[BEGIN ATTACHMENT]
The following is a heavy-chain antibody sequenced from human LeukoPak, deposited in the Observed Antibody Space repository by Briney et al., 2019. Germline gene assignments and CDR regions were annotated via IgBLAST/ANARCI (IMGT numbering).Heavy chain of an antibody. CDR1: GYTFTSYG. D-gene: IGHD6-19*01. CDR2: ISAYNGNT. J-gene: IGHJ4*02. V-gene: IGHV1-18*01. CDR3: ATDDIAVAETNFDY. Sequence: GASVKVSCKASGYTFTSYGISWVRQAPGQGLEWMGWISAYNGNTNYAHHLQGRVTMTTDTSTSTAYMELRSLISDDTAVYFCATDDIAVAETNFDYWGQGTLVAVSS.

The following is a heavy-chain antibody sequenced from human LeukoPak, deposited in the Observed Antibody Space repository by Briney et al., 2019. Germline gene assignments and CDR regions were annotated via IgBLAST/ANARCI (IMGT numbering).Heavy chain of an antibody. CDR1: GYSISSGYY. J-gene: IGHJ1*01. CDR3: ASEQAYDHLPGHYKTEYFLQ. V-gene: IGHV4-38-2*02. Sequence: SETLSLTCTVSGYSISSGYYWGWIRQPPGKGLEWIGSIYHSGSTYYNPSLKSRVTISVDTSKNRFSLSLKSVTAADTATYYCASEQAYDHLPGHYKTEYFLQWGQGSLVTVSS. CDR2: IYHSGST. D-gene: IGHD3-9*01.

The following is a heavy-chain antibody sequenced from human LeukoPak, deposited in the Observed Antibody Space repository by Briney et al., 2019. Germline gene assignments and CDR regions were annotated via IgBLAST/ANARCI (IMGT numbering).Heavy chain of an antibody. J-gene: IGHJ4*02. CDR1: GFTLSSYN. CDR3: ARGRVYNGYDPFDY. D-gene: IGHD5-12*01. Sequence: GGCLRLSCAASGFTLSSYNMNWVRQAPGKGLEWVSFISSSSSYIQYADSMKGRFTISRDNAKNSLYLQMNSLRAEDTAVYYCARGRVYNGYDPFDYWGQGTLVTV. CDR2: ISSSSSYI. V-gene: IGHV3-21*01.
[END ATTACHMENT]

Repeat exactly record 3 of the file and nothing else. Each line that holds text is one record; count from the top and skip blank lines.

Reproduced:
The following is a heavy-chain antibody sequenced from human LeukoPak, deposited in the Observed Antibody Space repository by Briney et al., 2019. Germline gene assignments and CDR regions were annotated via IgBLAST/ANARCI (IMGT numbering).Heavy chain of an antibody. J-gene: IGHJ4*02. CDR1: GFTLSSYN. CDR3: ARGRVYNGYDPFDY. D-gene: IGHD5-12*01. Sequence: GGCLRLSCAASGFTLSSYNMNWVRQAPGKGLEWVSFISSSSSYIQYADSMKGRFTISRDNAKNSLYLQMNSLRAEDTAVYYCARGRVYNGYDPFDYWGQGTLVTV. CDR2: ISSSSSYI. V-gene: IGHV3-21*01.